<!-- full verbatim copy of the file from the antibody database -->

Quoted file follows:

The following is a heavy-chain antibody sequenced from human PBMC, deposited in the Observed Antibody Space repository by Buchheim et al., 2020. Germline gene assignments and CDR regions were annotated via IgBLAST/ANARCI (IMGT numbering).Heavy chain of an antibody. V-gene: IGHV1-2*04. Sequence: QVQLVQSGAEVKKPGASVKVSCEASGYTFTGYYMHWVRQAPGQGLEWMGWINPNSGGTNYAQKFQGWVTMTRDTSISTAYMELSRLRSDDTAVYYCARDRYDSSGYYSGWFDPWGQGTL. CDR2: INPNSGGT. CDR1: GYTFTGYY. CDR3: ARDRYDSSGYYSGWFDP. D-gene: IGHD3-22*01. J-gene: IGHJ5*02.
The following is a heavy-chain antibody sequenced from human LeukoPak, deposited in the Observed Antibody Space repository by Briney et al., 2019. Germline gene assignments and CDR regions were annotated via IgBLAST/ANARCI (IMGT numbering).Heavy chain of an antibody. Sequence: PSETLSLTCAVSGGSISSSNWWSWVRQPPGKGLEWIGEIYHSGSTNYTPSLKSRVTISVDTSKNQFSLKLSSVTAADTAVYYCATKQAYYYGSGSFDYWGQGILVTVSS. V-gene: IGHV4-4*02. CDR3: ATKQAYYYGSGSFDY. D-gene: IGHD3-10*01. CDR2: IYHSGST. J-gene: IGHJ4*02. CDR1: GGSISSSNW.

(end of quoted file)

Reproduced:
The following is a heavy-chain antibody sequenced from human PBMC, deposited in the Observed Antibody Space repository by Buchheim et al., 2020. Germline gene assignments and CDR regions were annotated via IgBLAST/ANARCI (IMGT numbering).Heavy chain of an antibody. V-gene: IGHV1-2*04. Sequence: QVQLVQSGAEVKKPGASVKVSCEASGYTFTGYYMHWVRQAPGQGLEWMGWINPNSGGTNYAQKFQGWVTMTRDTSISTAYMELSRLRSDDTAVYYCARDRYDSSGYYSGWFDPWGQGTL. CDR2: INPNSGGT. CDR1: GYTFTGYY. CDR3: ARDRYDSSGYYSGWFDP. D-gene: IGHD3-22*01. J-gene: IGHJ5*02.
The following is a heavy-chain antibody sequenced from human LeukoPak, deposited in the Observed Antibody Space repository by Briney et al., 2019. Germline gene assignments and CDR regions were annotated via IgBLAST/ANARCI (IMGT numbering).Heavy chain of an antibody. Sequence: PSETLSLTCAVSGGSISSSNWWSWVRQPPGKGLEWIGEIYHSGSTNYTPSLKSRVTISVDTSKNQFSLKLSSVTAADTAVYYCATKQAYYYGSGSFDYWGQGILVTVSS. V-gene: IGHV4-4*02. CDR3: ATKQAYYYGSGSFDY. D-gene: IGHD3-10*01. CDR2: IYHSGST. J-gene: IGHJ4*02. CDR1: GGSISSSNW.